15/07/2019

This article was first published in The Australian on the 15  July 2019. 

 

The re-elected Morrison government has a terrific opportunity to bring together two of its completely different priorities and provide momentum to both — encouraging private capital to tackle disadvantage and stepping up Australia’s role in the Pacific.

Australia is strategically pivoting (coming home might be a better way to describe it) to our own backyard. It started under Malcolm Turnbull and has gathered momentum under Morrison.

Late last year the Prime Minister underlined this refocus by announcing $3 billion for Pacific infrastructure loans and extra funding for Australia’s export financing agency. An unrelated item in this year’s budget was funding for a , to be chaired by Michael Traill, to review the commonwealth’s social impact investment strategy. Impact investing, which means investments chasing positive social outcomes as well as financial returns, gets a lot of press in the market here is still way short of what has developed overseas.

The focus will rightly be on fixing disadvantage at home, but the timing of this initiative seems incredibly opportune for a government with a commitment to do something different in the Pacific.

There’s no doubt that countries like PNG and Fiji urgently need funding for infrastructure, some of which is being met by China’s BRI initiative, which prompted some of the recent concern.

But growth capital for SMEs in developing countries encourages different types of wealth creation, and once developed, more intrinsically linked to our economic and political system. Successful private businesses will always want to be engaged with other open, capitalist markets in their own .

Australia has dipped its toe in the water recently with impact investment in the region.

In 2017, then foreign minister Julie Bishop announced a $40 million Emerging Markets Impact Investment Fund to help plug financing gaps for regional SMEs that generate social impact, including by benefiting poorer communities through supply chains or employment practices.

DFAT also released an Operational Framework for Private Sector Engagement earlier this year.

The paper was premised explicitly on the intersecting benefits for Australia’s economy of the international rules-based order and a stable and prosperous region and acknowledged the private sector as a fundamental partner in fulfilling DFAT’s regional development objectives.

Pacific RISE was another pilot innovation to demonstrate how impact investments with a gender-lens could be made in Pacific countries. The combination of the Pacific pivot and the impact , both with pre-election mandates, provide a great opportunity for the newly returned government to give these types of small-scale initiatives real force.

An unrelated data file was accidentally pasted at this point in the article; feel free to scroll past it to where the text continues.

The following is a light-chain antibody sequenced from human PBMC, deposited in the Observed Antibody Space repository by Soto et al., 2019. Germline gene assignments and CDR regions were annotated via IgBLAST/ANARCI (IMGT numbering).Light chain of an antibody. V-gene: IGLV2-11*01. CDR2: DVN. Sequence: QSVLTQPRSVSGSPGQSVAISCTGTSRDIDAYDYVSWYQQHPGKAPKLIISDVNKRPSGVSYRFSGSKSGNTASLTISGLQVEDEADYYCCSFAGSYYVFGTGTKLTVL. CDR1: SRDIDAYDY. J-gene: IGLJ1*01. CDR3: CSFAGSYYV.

There are lots of potential levers — early stage venture capital limited partnership/VC style tax concessions for regional venture investment, de-risking Australian institutional impact money in the Pacific or even building a meaningful fund to make direct investments and crowd-in private capital.

It’s not as as it might seem. An Australian, Sydney-based Andy Kuper, leads the world’s most successful impact fund manager, which has delivered top-tier returns by focusing on scalable businesses that serve people in developing countries who earn less than $10 a day.

This manager, LeapFrog Investments, announced its latest billion-dollar raise last month and is backed by major Australian institutions including HESTA, Christian Super and QBE.

This is where the development in Australia’s capital pools becomes important.

With the relentless growth of our super funds, our nation will become a major exporter of capital for the first time in history.

It makes sense for the government to help facilitate conditions for some of this capital to flow to wealth and prosperity in our region.

The US approach in this area is instructive and, true to form, very capitalist. OPIC, America’s Overseas Private Investment Corporation, has been around since is having a major re-boot this year, doubling its budget, changing its mandate to allow equity investments and merging into the new US International Development Finance Corporation in October. In the last few months alone OPIC has written for investments in institutes in Myanmar, access to clean water in Cambodia, Indonesia and The Philippines and wind farm projects in Egypt.

This is impact investing with a foreign policy overlay. Importantly, OPIC makes money: it was constituted to operate at no net cost to taxpayers while not being permitted to make investments that cause job losses in the US.

Some of the biggest investors in the world — Bain, KKR, TPG — have raised billions from institutions for impact investing. If Australia is serious about helping Pacific nations while building our reputation and deepening our integration, Australian capital flows are a real opportunity.

There are many ways to investment and many international precedents. Meaningful impact investment in the Pacific, in addition to our aid program, would help local people, provide significant diplomacy benefits and has the potential for financial returns to boot.

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